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In this Aug. 15, 1999 file photo, Montreal Expos' Vladimir Guerrero watches the flight of his two-run home run during the sixth inning of a baseball game.

DAVID ZALUBOWSKI/AP

Playing a childhood game with a broomstick and a folded-up license plate has taken former Montreal Expos outfielder Vladimir Guerrero to the baseball Hall of Fame.

Guerrero, along with third baseman Chipper Jones, infielder Jim Thome and reliever Trevor Hoffman were named the Class of 2018 for the Hall on Wednesday night. Guerrero, who was famous for connecting on pitches well outside of the strikezone, says his keen eye was developed on the streets of Don Gregorio, Dominican Republic.

"It really came down to a game we played back home," said Guerrero through a translator. "Poor people, similar to cricket in a way, used a broomstick as a bat. You'd throw a rubber ball, a softball, anything, and you'd try and knock down folded license plates. Because the ball has to be bounced before hitting the license plate at home plate, that opened up my hitting zone.

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"A lot of times pitchers in the big leagues didn't realize I could hit those breaking balls."

Guerrero also played for the Anaheim Angels, Texas Rangers and Baltimore Orioles in a 16-season career in which he compiled a .318 batting average and .553 slugging percentage with 449 home runs and 1,496 RBIs. He was the American League MVP in 2004, his first season with the Angels, when he batted .337 with 39 home runs and 126 runs batted in, plus league-leading totals in runs (124) and total bases (366).

He was an eight-time winner of the Silver Slugger Award as the best offensive player at his position – seven times as a right-fielder and once as a designated hitter. He appeared in nine all-star games and had 13 seasons with a .300 or better batting average. He had four 200-plus hit seasons, drove in 100 or more runs 10 times and scored 100 or more runs six times.

"I'm quite thankful to Montreal, to the Expos, because that's a team that after some teams overlooked me in the Dominican Republic, gave me the opportunity to break into professional baseball," said Guerrero, the third Dominican to be named to Cooperstown, behind pitchers Juan Marichal and Pedro Martinez. "Always thankful for how I was treated in Canada.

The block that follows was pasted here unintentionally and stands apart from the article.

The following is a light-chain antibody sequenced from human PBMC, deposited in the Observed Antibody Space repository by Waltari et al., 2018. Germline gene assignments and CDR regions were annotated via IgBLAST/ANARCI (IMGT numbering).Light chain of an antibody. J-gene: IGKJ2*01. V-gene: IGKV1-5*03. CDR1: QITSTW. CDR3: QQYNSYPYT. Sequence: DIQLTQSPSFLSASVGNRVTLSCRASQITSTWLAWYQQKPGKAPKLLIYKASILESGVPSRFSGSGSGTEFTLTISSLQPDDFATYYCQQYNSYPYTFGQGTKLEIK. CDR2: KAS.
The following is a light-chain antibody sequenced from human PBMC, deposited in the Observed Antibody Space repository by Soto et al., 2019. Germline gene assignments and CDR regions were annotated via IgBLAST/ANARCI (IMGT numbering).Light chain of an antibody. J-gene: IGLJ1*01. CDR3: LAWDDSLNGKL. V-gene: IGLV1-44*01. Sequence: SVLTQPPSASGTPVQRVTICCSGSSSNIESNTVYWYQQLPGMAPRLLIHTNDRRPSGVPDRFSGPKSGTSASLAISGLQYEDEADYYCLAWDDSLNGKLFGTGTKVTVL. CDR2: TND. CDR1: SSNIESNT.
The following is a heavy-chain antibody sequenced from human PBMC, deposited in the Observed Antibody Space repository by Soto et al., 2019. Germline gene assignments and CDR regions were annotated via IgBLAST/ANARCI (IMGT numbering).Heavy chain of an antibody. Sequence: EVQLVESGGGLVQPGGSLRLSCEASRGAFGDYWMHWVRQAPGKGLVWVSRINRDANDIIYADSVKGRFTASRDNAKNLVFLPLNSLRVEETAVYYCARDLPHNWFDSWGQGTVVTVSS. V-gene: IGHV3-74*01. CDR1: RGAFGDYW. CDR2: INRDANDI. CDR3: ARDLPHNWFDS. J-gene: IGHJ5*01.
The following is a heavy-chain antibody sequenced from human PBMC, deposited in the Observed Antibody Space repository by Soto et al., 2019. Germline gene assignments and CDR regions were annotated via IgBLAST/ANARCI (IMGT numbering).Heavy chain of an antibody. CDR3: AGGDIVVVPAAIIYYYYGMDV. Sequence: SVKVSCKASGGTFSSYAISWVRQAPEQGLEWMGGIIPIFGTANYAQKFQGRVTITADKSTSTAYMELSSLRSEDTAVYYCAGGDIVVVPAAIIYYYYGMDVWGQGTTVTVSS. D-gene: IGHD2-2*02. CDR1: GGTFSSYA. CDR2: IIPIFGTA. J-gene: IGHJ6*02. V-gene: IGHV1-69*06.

"Also, special thanks to (former Expos manager) Felipe Alou. I'm truly blessed to have someone like Felipe, a Dominican manager, in my first three or four years in the majors."

Guerrero, in his second year on the ballot, received 392 votes for 92.9 per cent. Seventy-five per cent is needed for induction. The 42-year-old becomes the youngest current Hall of Famer.

In a conference call with reporters, Guerrero would not reveal what cap he would wear when he is inducted into the Hall of Fame this summer. Instead, he will make the announcement on Thursday morning at a news conference in New York City.

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"It's very difficult because each team means a lot to me," said Guerrero. "From Montreal, my original ballclub, to the Angels, and getting a taste of winning immediately, to the Texas Rangers and getting to the World Series, and of course the Baltimore Orioles who gave me a chance to stay in baseball."

Guerrero's son, Vladimir Guerrero Jr., a minor-league third baseman in the Toronto Blue Jays organization, was recently ranked No. 4 on MLB's top prospects list.

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